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199609 [2016/06/17 02:00]
vievems [Come to Cairns]
199609 [2016/06/17 02:29] (current)
vievems [GPS Units]
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 My name was mentioned in the May news in connection with GPS (Global Positioning System) units. I have gathered some information on these devices which I think will be of interest to members who have heard of these but have not had the time to look more deeply. I should mention that I have never used one of these devices so some of the following is based upon experiences reported by others. My name was mentioned in the May news in connection with GPS (Global Positioning System) units. I have gathered some information on these devices which I think will be of interest to members who have heard of these but have not had the time to look more deeply. I should mention that I have never used one of these devices so some of the following is based upon experiences reported by others.
  
-The units operate by receiving radio wave signals from satellites. The frequencies used are such that they are significantly affected by moisture. Some units are not useable in forests due to the attenuation of the signals by moisture in the leaves. It may be necessary to find a 'clearing in order to get a positive reading. Similarly, rain Or falling snow can effect the ability of the units to operate correctly. +The units operate by receiving radio wave signals from satellites. The frequencies used are such that they are significantly affected by moisture. Some units are not useable in forests due to the attenuation of the signals by moisture in the leaves. It may be necessary to find a clearing in order to get a positive reading. Similarly, rain or falling snow can effect the ability of the units to operate correctly.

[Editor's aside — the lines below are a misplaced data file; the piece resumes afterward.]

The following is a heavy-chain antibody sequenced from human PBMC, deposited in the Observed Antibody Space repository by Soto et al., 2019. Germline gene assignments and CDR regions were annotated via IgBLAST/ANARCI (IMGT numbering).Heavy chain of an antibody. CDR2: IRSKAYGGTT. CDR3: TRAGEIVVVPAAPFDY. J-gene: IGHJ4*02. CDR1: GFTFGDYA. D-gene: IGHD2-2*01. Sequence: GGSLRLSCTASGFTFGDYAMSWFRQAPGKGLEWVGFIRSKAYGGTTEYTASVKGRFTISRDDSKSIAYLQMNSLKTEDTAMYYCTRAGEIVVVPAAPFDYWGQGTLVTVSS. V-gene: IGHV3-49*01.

-Other objects may attenuate, reflect or otherwise impair the signals. ​for bushwalking this may be difficult or impossible to obtain a meaningful +